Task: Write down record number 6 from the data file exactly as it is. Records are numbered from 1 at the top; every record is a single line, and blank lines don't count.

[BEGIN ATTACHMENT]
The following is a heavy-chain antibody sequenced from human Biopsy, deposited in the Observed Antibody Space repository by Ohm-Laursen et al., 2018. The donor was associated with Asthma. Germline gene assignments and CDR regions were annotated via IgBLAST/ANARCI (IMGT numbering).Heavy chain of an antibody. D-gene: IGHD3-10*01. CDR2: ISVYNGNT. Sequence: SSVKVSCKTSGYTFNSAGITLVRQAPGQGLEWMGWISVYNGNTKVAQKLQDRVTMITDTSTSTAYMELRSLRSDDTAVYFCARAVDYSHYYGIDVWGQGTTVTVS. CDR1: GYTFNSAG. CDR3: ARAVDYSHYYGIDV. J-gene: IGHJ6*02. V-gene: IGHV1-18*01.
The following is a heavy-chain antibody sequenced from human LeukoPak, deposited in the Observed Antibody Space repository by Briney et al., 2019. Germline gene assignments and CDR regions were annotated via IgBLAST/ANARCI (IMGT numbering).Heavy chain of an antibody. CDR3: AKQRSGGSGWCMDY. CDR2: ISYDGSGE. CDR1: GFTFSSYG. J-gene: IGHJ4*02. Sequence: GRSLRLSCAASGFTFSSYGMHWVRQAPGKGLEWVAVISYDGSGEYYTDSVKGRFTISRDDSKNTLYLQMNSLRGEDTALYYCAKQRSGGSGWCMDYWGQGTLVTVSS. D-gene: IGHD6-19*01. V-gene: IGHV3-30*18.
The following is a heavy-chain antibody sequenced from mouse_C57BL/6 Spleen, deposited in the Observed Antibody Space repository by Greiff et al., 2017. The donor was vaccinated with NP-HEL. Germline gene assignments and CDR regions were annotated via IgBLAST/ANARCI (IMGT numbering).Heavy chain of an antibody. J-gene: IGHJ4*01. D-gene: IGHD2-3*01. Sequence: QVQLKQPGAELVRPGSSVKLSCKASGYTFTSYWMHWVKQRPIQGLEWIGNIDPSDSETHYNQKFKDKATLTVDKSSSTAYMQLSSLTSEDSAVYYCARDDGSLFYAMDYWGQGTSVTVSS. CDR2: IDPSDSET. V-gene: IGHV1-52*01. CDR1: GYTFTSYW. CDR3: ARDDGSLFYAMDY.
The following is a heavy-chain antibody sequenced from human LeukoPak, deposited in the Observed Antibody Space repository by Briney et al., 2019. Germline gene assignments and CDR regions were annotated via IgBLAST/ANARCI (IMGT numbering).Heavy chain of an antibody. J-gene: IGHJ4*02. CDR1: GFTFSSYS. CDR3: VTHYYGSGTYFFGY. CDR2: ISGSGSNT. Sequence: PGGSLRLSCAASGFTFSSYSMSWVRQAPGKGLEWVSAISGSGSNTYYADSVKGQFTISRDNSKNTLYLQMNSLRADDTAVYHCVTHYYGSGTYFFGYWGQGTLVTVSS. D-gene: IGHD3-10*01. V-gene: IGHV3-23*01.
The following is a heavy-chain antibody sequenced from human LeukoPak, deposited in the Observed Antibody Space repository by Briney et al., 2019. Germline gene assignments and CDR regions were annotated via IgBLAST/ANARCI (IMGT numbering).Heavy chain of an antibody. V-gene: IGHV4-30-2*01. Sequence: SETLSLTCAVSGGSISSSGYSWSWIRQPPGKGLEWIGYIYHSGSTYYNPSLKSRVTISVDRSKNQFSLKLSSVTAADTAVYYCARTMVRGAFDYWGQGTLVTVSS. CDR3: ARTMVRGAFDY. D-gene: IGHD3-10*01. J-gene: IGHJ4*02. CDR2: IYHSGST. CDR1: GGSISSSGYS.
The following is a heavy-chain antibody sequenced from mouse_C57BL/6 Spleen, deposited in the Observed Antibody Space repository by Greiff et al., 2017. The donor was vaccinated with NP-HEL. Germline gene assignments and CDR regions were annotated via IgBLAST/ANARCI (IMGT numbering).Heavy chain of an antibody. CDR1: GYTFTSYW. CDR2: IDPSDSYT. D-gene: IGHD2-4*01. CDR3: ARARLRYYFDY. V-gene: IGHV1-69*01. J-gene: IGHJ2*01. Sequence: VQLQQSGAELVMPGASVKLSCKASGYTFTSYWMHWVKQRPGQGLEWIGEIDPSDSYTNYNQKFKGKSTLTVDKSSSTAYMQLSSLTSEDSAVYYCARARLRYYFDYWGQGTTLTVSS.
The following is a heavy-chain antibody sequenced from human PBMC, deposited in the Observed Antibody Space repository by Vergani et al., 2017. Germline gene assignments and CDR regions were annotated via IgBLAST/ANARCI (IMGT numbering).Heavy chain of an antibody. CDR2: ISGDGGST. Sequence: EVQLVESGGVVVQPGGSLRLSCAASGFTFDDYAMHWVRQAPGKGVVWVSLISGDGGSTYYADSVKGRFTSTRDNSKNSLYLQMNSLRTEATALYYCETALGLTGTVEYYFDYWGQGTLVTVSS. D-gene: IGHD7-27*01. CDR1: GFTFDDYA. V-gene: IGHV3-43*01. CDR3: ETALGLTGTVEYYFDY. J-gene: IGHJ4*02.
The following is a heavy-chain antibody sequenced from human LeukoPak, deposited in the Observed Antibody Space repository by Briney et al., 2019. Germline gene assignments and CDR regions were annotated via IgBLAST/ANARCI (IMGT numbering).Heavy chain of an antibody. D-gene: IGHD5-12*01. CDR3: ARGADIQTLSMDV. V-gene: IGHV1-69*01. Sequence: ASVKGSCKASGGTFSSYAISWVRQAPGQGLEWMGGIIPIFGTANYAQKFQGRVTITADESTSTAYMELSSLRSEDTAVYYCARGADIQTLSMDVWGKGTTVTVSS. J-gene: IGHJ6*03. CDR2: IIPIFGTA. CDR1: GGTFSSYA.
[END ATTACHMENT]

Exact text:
The following is a heavy-chain antibody sequenced from mouse_C57BL/6 Spleen, deposited in the Observed Antibody Space repository by Greiff et al., 2017. The donor was vaccinated with NP-HEL. Germline gene assignments and CDR regions were annotated via IgBLAST/ANARCI (IMGT numbering).Heavy chain of an antibody. CDR1: GYTFTSYW. CDR2: IDPSDSYT. D-gene: IGHD2-4*01. CDR3: ARARLRYYFDY. V-gene: IGHV1-69*01. J-gene: IGHJ2*01. Sequence: VQLQQSGAELVMPGASVKLSCKASGYTFTSYWMHWVKQRPGQGLEWIGEIDPSDSYTNYNQKFKGKSTLTVDKSSSTAYMQLSSLTSEDSAVYYCARARLRYYFDYWGQGTTLTVSS.